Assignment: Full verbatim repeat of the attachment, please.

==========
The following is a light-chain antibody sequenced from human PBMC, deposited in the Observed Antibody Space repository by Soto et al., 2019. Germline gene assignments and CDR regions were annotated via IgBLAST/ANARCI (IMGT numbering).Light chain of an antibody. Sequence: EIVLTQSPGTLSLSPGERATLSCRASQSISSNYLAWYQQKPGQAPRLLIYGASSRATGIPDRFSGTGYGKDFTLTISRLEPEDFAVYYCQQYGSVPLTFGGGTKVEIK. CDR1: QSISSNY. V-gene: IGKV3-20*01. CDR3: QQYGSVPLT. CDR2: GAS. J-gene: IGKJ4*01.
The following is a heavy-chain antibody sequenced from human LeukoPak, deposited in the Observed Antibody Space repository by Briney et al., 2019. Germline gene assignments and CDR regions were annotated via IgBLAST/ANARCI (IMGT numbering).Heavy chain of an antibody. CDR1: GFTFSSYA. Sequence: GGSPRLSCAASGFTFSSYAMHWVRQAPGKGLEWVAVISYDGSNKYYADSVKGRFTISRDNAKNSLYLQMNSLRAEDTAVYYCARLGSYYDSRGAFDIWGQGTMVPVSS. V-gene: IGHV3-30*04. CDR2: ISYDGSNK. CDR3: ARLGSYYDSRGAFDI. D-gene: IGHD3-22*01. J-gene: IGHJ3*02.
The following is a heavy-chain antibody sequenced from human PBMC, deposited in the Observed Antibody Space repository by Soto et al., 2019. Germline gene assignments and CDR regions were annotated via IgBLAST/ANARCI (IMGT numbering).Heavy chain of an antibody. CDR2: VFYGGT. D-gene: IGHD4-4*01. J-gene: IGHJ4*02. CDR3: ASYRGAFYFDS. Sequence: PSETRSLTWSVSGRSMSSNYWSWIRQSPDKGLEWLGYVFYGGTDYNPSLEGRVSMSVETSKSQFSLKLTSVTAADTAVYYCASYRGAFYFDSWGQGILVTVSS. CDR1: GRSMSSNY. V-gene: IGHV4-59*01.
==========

The following is a light-chain antibody sequenced from human PBMC, deposited in the Observed Antibody Space repository by Soto et al., 2019. Germline gene assignments and CDR regions were annotated via IgBLAST/ANARCI (IMGT numbering).Light chain of an antibody. Sequence: EIVLTQSPGTLSLSPGERATLSCRASQSISSNYLAWYQQKPGQAPRLLIYGASSRATGIPDRFSGTGYGKDFTLTISRLEPEDFAVYYCQQYGSVPLTFGGGTKVEIK. CDR1: QSISSNY. V-gene: IGKV3-20*01. CDR3: QQYGSVPLT. CDR2: GAS. J-gene: IGKJ4*01.
The following is a heavy-chain antibody sequenced from human LeukoPak, deposited in the Observed Antibody Space repository by Briney et al., 2019. Germline gene assignments and CDR regions were annotated via IgBLAST/ANARCI (IMGT numbering).Heavy chain of an antibody. CDR1: GFTFSSYA. Sequence: GGSPRLSCAASGFTFSSYAMHWVRQAPGKGLEWVAVISYDGSNKYYADSVKGRFTISRDNAKNSLYLQMNSLRAEDTAVYYCARLGSYYDSRGAFDIWGQGTMVPVSS. V-gene: IGHV3-30*04. CDR2: ISYDGSNK. CDR3: ARLGSYYDSRGAFDI. D-gene: IGHD3-22*01. J-gene: IGHJ3*02.
The following is a heavy-chain antibody sequenced from human PBMC, deposited in the Observed Antibody Space repository by Soto et al., 2019. Germline gene assignments and CDR regions were annotated via IgBLAST/ANARCI (IMGT numbering).Heavy chain of an antibody. CDR2: VFYGGT. D-gene: IGHD4-4*01. J-gene: IGHJ4*02. CDR3: ASYRGAFYFDS. Sequence: PSETRSLTWSVSGRSMSSNYWSWIRQSPDKGLEWLGYVFYGGTDYNPSLEGRVSMSVETSKSQFSLKLTSVTAADTAVYYCASYRGAFYFDSWGQGILVTVSS. CDR1: GRSMSSNY. V-gene: IGHV4-59*01.